Dark Roots

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maria andreuI’m a faker.  I’m a faker and a poser and, what’s worse, I wear the evidence right on my head.  But it’s so wavy and luscious I can hardly feel bad about it.

When I was growing up, my mother told me a few things with certainty.  She said getting tattoos was a horrible idea, because what would happen when you were eighty years old and you had to sport around the inked folly of your youth?  She said girls who slept with more than one man were, well, trampy.  But, mostly, she told me to never, ever dye my hair.  Because dyeing your hair is for fakers and posers.  And my hair was my crowning glory.

I was seven years old when it really sunk in, this concept of hair as crown of beauty.  She had grown mine down to my waist, and she punished it to a shine every morning.  We were living in Argentina, where my light brown hair with shimmery highlights was among the brightest and lightest, shining like gold in the sun.  In a country which glorified the lightest in everything, having light hair meant something important.  It meant that I was special.  (Of my eyes my mother would say, “Too bad about them not being blue.  But at least you’re not blind.”  For years I thought this meant blue-eyed people were all blind).

maria e. andreu, maria andreu, maria andrewOld ladies stopped my mother on the street.  “Look at her hair!  It’s so pretty!” they would say, feeling fully authorized to put their papery hands on it.  “And there’s so much of it!”  Of all my achievements, this ability of mine to grow hair was the one that got me the most attention.  Later I would learn that in other countries, this admiration was tantamount to covetousness, and often was an ill portent for the hair that was being admired, as if old ladies could shrivel it off your head just by calling it pretty.

As I grew, my hair darkened.  We were back in the U.S. by then and my mother would say, “It’s the water in this country.  It makes everyone’s hair dark.”  I chopped it off freshman year in high school, a capital offense at my house, punished not by decrees but by deep and mournful sighs.  “You had such beautiful hair,” she would say regretfully, as one might lament a dead friend.

I grew my hair out commensurately with my interest in boys.  “Men like women with long hair,” my mother would say importantly.  I listened.  By senior year, it was well past my shoulders again.  And I discovered Sun-In and lemon juice, adding uneven reddish highlights to my now-brown hair.

That remained my regimen throughout most of my twenties.  I had an uneasy relationship with my color-enhancers, knowing that altering my color was so, well, wrong, but knowing that my darkening brown hair just wasn’t me, dammit.  I was the golden child, the one with the pretty mane, and I was determined to keep it that way.  Even as the harsh Sun-In made my hair dry and frizzy and I had to chop it back to eliminate the fly-aways, I refused to acknowledge anything was amiss in the color of my world.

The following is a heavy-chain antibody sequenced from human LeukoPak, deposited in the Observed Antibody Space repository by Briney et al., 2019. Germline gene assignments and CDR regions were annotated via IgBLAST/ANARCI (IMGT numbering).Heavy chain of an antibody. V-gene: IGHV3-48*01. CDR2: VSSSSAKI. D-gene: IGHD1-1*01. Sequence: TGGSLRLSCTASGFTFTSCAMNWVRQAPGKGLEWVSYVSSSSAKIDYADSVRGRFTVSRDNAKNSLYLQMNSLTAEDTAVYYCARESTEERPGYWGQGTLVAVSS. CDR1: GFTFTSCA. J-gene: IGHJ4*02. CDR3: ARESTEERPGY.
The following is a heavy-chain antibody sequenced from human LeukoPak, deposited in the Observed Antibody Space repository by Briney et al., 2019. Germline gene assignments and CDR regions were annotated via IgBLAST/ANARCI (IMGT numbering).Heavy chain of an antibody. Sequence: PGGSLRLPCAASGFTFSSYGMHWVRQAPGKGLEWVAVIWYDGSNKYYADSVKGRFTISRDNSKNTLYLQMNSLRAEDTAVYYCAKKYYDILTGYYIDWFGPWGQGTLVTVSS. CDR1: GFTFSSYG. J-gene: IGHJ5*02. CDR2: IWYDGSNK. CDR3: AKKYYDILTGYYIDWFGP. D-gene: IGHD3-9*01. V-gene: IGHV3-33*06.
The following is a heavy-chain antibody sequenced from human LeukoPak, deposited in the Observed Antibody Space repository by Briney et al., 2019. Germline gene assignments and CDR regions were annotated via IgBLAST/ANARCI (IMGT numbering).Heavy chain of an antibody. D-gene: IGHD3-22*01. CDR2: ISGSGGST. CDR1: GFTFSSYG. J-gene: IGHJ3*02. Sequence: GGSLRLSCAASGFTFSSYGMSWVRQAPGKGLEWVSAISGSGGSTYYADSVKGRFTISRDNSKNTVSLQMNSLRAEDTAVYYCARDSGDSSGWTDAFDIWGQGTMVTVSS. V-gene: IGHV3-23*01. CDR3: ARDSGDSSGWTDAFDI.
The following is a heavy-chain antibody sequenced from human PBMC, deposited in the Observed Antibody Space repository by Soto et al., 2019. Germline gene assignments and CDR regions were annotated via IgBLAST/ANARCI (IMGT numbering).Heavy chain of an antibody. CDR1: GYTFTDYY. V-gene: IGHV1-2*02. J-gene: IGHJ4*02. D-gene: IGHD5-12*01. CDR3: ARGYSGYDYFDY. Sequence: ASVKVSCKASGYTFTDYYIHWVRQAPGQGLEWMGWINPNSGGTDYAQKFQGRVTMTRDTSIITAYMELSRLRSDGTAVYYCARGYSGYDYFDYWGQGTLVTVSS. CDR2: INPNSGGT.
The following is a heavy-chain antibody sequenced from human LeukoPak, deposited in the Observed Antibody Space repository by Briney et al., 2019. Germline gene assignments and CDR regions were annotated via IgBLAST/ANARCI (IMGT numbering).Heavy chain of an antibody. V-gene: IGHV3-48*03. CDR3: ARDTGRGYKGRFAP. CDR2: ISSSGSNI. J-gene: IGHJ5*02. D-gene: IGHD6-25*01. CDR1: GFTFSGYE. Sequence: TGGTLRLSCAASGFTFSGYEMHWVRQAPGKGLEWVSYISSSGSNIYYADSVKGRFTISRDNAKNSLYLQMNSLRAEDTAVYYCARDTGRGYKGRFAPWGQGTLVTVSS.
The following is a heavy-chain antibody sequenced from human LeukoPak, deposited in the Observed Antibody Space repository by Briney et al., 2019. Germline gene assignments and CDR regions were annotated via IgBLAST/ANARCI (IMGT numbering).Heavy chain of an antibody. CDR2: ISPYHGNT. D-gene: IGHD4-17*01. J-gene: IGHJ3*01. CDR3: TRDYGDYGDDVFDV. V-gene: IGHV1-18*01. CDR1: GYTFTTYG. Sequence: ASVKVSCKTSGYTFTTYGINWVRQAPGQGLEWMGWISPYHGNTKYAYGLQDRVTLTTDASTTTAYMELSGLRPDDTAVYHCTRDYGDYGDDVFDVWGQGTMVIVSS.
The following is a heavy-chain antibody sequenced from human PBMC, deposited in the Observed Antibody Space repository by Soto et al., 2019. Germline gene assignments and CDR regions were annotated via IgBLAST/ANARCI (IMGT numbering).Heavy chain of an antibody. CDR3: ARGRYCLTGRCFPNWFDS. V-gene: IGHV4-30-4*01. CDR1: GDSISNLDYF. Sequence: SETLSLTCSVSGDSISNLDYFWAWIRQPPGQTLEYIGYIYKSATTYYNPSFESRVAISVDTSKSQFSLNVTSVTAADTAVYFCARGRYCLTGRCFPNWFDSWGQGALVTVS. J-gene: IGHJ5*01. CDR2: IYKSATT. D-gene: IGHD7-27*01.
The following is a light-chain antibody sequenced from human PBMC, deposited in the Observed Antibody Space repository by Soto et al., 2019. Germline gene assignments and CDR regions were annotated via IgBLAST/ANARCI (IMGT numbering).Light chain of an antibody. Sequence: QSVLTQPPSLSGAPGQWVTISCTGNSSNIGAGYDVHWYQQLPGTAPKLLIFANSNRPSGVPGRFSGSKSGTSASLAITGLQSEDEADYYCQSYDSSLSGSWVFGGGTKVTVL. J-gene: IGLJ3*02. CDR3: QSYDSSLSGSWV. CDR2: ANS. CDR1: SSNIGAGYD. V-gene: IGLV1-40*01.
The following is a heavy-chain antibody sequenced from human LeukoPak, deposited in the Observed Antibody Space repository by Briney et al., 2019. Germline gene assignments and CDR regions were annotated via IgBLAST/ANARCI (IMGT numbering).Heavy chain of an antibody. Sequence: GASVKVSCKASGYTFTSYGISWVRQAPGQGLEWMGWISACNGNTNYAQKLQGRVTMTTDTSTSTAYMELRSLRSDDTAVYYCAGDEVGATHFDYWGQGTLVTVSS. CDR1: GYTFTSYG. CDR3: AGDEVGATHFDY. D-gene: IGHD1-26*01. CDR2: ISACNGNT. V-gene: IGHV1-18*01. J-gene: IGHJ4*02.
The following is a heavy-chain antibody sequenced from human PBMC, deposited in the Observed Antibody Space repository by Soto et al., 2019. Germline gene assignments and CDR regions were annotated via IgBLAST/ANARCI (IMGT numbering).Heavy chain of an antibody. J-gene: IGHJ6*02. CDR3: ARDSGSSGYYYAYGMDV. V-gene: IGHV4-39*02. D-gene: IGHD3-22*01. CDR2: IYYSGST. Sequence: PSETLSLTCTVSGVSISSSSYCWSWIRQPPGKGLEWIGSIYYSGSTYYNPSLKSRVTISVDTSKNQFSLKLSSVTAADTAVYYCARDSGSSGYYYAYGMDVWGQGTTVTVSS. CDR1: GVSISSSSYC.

That is, until I turned twenty-seven and found my first gray hair.

It felt like a body blow, this hair insurrection.  Getting brown was one thing, but losing its pigment altogether was unacceptable, a betrayal of the highest order, a harbinger of decay, old age, death.  I felt done for.  If my tresses were going gray, what would be next?  A walker?  I plucked the offending unpigmented piece of hair off my head and taped it to a piece of paper, solemnly writing the date on it, recording this, the beginning of the end.

Soon new silver traitors sprouted where the old-lady hair had been.  Maybe what my mother said about every white hair you pulled out of your head growing back seven times over was right.  It was reaching emergency status.  So I did the unthinkable.  I went to the drugstore, became acquainted with Miss Clairol, brought her home and colored my whole head.  I spent a long time finding the perfect match to my real color so no one would know my shame.

Somewhere along the line I read that every ten years, you should go a shade lighter.  I also read that your hair color should be what your childhood summer blond had been.  I wrapped up these recommendations into one determination to subtly inch it back to my seven-year-old former glory, going slowly enough so that my mother wouldn’t notice.

But my roots, treacherous and dark, gave me away.  Simply too lazy and distracted to color on a regular basis, I often walked around half summer blond, half Madonna on a bad day.  One day my mother asked me, “You’re coloring your hair?”

Apprehensively I ‘fessed up.  “Yes.”

“Yourself?”

“Yes.”

“What color are you using?  Because I’m finding this medium ash blond I’m using is a little dark.  What do you think?” she asked, thrusting her all-brown, no-white hair in my direction.

I was flabbergasted.  “You’re coloring your hair?” I asked her.

“No, not coloring.  Just a wash to tone down the grays is all,” she lied.  We laughed at each other in our mutual subterfuge.

These days, I’ve given up the home hair care and get a golden color professionally applied to my nearly waist-length hair on a regular basis.  It’s lighter than it ever was in my golden childhood.

The other day, my nine-year-old daughter said, “Mommy, look, your hair is two different colors.”  I still have a tendency to neglect my hairdresser.

“Yes, it is,” I said.  “This is my natural color,” I said, pointing to my roots, “And this is the color I like to make it,” I said, pointing to my blond.  “I have an appointment to do the roots next week.”

“Oh, you should leave it the two colors,” she said.  “It makes you look so cool.”

In the land of hair, there are many shades of happy.

Note: this was written in 2009.  Now it’s shorter and closer to the grown-up brown it wants to be.  Still not gray, though.

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